Hopefully, those numbers will shift an opinion in a 2019 article by Computer World, ‘One of the key adoption challenges is that for the circular economy to have a significant impact, it’s not enough for just one or two companies to change how they manufacture one product. Every organisation that forms our infrastructure and economy needs to embrace this new way of doing business – a mammoth task that is looking increasingly out of reach.’ Just keep reminding ourselves that catalysts of circular economy could very well be technological solutions. This, according to the Ellen MacArthur Foundation is very possibly the best investment that technology companies in this current time can make.
Enabling Tech Activities of Circular Economy
A collaborative paper between Ellen MacArthur Foundation and Google, Cities in the Circular Economy: The Role of Digital Technology by Sukhdev, Vol, Brandt and Yeoman, explores how certain aspects of digital technology can create an urban system that restores and regenerates. The paper states that the following technologies have been identified as enablers of circular economy activity in cities:
Asset tagging technologies can provide information such as the condition and availability of products, components, or materials. In turn, this information can help extend the use of an asset, increase its utilization, loop or cascade it through additional use cycles, and also help regenerate natural capital. For example, prolonging the life cycle of a car by monitoring its usage patterns and condition through sensors can trigger alerts about problems as they appear, to allow for an easy and quick fix.
When combined with asset tagging, geo-spatial information can provide visibility on the flow of materials, components, products and people across the city including patterns of optimal mobility routes, energy demand peaks and valleys, congestion, and waste generation. For example, the ability to visualise traffic and pollution information on base maps, layered with valuable insights from other sources such as census data, material information data, allows experts to predict and plan targeted strategies to address issues of congestion and pollution, but also allows citizens to understand and learn what that data shows in a format that is accessible and understandable.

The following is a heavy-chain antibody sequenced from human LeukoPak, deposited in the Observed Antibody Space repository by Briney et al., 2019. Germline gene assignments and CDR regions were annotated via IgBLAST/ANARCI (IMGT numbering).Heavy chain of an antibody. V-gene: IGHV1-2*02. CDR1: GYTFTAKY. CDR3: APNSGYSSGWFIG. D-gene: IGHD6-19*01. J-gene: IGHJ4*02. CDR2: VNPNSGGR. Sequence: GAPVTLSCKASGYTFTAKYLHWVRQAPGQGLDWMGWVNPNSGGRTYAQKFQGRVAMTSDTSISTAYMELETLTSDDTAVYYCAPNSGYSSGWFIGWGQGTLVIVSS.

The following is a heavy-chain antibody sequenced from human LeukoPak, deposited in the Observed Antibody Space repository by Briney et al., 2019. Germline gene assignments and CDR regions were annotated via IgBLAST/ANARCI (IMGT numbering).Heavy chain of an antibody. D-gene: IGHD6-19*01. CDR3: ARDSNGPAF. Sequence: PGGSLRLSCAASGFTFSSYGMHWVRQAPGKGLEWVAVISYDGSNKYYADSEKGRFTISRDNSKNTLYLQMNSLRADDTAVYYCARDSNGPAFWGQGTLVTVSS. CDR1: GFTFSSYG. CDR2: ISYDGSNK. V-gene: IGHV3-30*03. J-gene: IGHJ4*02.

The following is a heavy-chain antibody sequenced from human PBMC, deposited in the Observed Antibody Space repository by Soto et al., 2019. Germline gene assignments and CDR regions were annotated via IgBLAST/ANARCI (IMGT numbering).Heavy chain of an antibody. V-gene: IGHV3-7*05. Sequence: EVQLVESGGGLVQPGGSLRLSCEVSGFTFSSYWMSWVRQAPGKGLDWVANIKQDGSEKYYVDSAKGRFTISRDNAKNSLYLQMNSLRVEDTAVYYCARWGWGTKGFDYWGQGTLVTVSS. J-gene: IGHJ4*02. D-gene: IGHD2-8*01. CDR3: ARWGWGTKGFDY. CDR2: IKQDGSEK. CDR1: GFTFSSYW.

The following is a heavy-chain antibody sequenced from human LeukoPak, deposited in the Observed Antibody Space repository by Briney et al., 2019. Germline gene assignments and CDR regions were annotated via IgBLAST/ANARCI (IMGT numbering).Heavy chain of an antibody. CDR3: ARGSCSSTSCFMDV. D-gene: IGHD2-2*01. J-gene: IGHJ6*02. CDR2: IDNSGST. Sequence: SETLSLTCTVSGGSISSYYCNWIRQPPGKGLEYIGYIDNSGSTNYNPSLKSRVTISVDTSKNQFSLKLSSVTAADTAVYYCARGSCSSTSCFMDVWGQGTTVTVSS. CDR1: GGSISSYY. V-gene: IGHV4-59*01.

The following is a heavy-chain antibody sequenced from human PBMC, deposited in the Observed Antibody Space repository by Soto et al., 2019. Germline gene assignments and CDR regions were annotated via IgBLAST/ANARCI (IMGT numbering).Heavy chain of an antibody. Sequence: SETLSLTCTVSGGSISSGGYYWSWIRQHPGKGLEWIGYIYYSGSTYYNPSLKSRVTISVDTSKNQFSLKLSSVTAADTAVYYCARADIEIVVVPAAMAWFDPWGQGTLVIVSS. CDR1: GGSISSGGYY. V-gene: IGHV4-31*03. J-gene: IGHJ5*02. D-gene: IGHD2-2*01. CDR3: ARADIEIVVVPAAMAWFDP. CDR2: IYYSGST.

Big data management
Current computation capability allows us to overlay general patterns of human behaviour on top of aggregated information received from asset tracking and geo-spatial mapping activities. For example, predicting energy consumption patterns at a local level, suggesting transport options that avoid peak hour traffic flows in real-time. Leveraging advanced processing capacities, computers now can perform complex and agile analyses that will help to determine and deploy the most effective resource solutions at an unprecedented speed and quality.
The widespread and easy access to smartphone and application technology allows for increased connection between people, and between people and products leveraging asset tracking capabilities. This enables circular business models such as leasing and sharing platforms, reverse logistics, take-back systems, and distributed remanufacturing. For example, business models such as Uber, Airbnb or BlaBlaCars would not be feasible without an accessible app that connects assets on offer with those who would like to use them.